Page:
Yes, we dropped many BT (bathythermal) buoys for the purpose of profiling temperature vs depth to locate the thermocline, a datum necessary to choose the depth of the hydrophone dangling from its sonobuoy.

    The actual accuracy of the BT’s is relatively unimportant, what was important was locating the depth of the thermocline. I do not claim accuracy or non-accuracy as to absolute temperature or its utility in the application you have in mind but I’d be suspicious of claims of absolute accuracy better than a degree. If I remember right everything in those days was analog so far as the buoys themselves went and doppler shift by the aircraft itself had a slight impact on the results.

    Calibrated BT’s existed but were used primarily by VXN8 in its own little fleet of 3 Research P3’s.

    Since hundreds of thousands of BT’s were dropped I accept that collectively their inaccuracies probably average out and useful data can be gleaned from the collection.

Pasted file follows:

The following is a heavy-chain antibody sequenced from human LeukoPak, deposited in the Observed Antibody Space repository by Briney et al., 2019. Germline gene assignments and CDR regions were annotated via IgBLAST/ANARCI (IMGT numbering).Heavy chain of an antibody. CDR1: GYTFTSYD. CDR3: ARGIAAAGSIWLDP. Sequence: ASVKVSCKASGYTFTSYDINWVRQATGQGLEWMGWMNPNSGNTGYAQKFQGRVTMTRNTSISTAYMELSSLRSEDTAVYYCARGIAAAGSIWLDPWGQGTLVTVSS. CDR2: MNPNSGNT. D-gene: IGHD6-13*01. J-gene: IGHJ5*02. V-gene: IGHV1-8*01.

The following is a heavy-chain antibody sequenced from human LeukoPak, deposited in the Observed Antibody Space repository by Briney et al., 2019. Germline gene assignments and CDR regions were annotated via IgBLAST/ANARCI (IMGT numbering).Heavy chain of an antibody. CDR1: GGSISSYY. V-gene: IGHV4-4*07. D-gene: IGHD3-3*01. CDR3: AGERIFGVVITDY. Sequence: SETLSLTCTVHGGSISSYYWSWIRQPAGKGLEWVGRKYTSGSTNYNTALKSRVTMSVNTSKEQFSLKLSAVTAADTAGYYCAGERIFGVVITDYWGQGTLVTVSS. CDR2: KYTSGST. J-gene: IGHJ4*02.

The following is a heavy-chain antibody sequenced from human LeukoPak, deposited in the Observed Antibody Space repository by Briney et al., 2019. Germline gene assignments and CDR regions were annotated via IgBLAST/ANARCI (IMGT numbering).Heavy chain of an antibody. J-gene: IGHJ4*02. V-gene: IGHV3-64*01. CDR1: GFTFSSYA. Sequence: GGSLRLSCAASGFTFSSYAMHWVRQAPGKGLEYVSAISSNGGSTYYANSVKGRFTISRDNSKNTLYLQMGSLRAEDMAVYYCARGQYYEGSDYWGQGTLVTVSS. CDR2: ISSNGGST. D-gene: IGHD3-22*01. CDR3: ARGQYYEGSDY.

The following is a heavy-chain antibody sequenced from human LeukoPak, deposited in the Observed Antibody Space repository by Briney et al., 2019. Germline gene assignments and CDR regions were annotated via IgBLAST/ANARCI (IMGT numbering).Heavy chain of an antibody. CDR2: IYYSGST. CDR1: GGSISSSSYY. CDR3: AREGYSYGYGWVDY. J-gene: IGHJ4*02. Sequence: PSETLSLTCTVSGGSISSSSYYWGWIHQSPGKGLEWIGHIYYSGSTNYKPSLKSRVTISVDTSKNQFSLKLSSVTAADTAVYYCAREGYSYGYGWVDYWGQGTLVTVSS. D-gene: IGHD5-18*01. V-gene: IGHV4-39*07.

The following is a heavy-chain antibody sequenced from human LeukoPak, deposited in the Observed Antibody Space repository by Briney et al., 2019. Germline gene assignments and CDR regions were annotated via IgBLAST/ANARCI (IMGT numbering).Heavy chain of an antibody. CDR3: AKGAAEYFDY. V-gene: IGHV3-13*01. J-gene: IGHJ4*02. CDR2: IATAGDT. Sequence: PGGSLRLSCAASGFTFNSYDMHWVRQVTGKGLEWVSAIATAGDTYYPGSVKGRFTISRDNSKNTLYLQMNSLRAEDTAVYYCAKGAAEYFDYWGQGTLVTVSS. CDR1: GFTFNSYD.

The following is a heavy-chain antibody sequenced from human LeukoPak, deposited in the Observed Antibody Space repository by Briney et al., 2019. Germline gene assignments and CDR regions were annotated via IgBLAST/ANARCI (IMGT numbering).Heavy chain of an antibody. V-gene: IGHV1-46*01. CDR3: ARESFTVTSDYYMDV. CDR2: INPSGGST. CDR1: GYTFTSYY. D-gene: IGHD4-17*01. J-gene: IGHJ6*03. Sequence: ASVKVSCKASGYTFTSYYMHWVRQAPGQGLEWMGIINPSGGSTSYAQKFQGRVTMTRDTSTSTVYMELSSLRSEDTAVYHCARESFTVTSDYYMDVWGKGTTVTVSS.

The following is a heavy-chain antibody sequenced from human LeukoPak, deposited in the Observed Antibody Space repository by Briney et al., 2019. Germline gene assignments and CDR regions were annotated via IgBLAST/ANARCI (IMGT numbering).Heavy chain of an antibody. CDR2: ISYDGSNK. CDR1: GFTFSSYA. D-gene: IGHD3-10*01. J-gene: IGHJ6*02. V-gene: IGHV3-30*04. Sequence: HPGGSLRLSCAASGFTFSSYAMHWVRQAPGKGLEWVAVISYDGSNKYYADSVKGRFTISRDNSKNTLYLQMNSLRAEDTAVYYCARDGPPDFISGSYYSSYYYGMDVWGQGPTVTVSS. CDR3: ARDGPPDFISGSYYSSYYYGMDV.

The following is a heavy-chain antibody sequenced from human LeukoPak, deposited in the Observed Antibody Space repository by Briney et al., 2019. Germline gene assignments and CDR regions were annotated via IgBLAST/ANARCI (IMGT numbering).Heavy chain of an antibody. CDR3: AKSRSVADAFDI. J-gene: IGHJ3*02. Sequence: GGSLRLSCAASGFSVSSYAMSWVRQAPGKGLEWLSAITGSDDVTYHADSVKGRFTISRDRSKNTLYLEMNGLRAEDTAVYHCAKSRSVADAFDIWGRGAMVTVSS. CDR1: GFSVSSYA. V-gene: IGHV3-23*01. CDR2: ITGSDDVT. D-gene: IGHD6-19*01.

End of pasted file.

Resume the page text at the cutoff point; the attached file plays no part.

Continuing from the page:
“This has nothing to do with communications or Beltway Bandits.”

    Agreed. We have been having an interesting conversation about FFT and sonobuoys, a thing I last used at the end of the “cold war”.

    However, in the event the conversation wanders back into the realm of the politics of climate science, then beltway bandits and government sources are relevant to my *acceptance* of claims. I have worked in government. So, it appears, have you.

  38. Michael 2 says:

    ATTP “M2, Why is it absurd? If it is absurd, that would seem to imply that we have a few decades or maybe a century of economic growth left”

    Maybe a century of carbon left, yes, little argument there. But that wasn’t the claim. The claim is changed lifestyle. Of course it will change, either by choice or by natural consequence of simply running out of food and fuel.